Winds spur new wildfires, hurt efforts to control


BANNING, Calif. (AP) — Gusty winds drove a new wildfire toward a Southern California community on Thursday and hampered efforts by hundreds of firefighters battling another foothill blaze that destroyed a house as the region swelters under extreme fire weather, authorities said.

Crews made progress overnight on a 4½-square-mile fire burning in the foothills of the San Bernardino Mountains north of Banning, but winds returned in the morning, Riverside County fire spokeswoman Jody Hagemann said.

The fire that burned a home on Wednesday was 40 percent contained with only sporadic flames showing, but renewed winds gusting to 40 mph could halt that progress.

"It makes fire conditions unpredictable and more dangerous," Hagemann said.

The blaze was being fought by aircraft and 671 firefighters.

More than 100 miles to the west, a new blaze erupted Thursday along U.S. 101 in the Camarillo area and quickly grew to 100 acres.

Television reports showed a field of flames roiling along the side of the major highway.

The fire was separated only by a ridge from a housing tract around Camarillo Springs Golf Course. No evacuations were immediately called.

The wind pushed flames through tinder-dry brush and sent huge plumes of smoke over a nearby mobile home park and strawberry fields.

Weather forecasts called for red flag conditions of extreme fire danger in canyons, foothills and mountain passes because of the winds, coupled with hot, dry weather.

Several other small fires were reported in widely separated areas near freeways.

The Riverside County fire broke out Wednesday about 90 miles east of Los Angeles. Hundreds of people briefly evacuated homes.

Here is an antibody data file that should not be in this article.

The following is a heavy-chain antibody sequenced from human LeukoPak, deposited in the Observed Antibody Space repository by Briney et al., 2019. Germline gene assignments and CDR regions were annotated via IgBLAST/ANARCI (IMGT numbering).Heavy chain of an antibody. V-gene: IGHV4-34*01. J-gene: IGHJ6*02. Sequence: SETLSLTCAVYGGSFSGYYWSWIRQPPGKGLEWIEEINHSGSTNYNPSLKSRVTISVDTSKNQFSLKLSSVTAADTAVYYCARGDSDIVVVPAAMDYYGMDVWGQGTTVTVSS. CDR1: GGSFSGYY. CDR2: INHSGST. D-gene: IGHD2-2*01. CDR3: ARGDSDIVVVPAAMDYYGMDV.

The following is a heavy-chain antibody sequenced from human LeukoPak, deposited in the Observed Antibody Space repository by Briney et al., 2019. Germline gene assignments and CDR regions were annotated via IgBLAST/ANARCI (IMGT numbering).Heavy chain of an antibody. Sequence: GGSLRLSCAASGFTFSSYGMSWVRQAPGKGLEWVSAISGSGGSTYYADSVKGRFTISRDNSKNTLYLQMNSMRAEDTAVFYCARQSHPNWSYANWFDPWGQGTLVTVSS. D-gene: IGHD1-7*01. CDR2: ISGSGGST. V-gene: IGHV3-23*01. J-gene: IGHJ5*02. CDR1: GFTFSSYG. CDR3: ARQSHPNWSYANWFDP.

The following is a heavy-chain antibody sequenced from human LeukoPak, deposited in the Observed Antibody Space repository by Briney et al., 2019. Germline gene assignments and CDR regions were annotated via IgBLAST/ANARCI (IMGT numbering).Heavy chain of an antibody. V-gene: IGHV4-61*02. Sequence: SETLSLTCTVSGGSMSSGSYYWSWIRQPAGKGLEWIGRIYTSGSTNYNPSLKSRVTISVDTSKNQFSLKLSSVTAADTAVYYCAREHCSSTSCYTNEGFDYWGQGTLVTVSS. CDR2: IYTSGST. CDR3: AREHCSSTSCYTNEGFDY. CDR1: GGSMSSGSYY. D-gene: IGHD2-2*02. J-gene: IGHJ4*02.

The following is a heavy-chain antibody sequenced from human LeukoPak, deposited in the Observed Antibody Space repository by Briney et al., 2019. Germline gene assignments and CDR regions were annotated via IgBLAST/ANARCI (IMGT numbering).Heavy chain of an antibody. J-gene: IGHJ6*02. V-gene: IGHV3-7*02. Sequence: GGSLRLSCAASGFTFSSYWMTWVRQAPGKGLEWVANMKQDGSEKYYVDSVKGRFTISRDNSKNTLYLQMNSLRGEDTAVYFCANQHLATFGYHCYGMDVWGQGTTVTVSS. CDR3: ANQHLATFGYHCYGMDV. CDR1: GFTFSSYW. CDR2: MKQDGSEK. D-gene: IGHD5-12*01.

A stand from firefighters came too late for Joe Kiener, 53, who lost the house he had lived in since his mother bought it in the 1970s.

Kiener was home on a lunch break when he stepped outside to check on his barking dog and saw heavy smoke approaching. He took the dog and started to leave just as a deputy arrived to tell him to evacuate, but it wasn't easy.

"When I left I went around the corner and I got engulfed in a big cloud of smoke," said Kiener, who could see so little the deputy had to yell to him how to get out.

He got out safely, but the next time he saw the house was in a cellphone picture sent by his neighbor. The roof was on fire, and he knew it would be destroyed, but he shrugged off the loss.

"My mom passed away a month ago. The day before Easter," Kiener said. "So that was the biggest thing that hurt my heart is losing her. Losing the house is just minimal. We can rebuild."

In Northern California, crews were able to hold the line against two wind-whipped wildfires, but one in Tehama County continued to grow.

The Panther Fire north of the town of Butte Meadows had spread to 1,700 acres with no containment. The fire is burning in a remote area of brush and timber and is not threatening any homes, said state fire spokesman Daniel Berlant.

A fire in Sonoma County that has burned 125 acres did not grow overnight. Full containment on the Yellow Fire was expected later in the day, Berlant said.

Two smaller fires totaling 165 acres are burning in Glenn and Butte counties. Berlant said crews were also able to hold the line against one of those fires, the 55-acre Cedar Fire in Butte County, but wind was going to be a factor again on Thursday.

"The continued wind throughout much of the north state is going to help fan these fires," he said.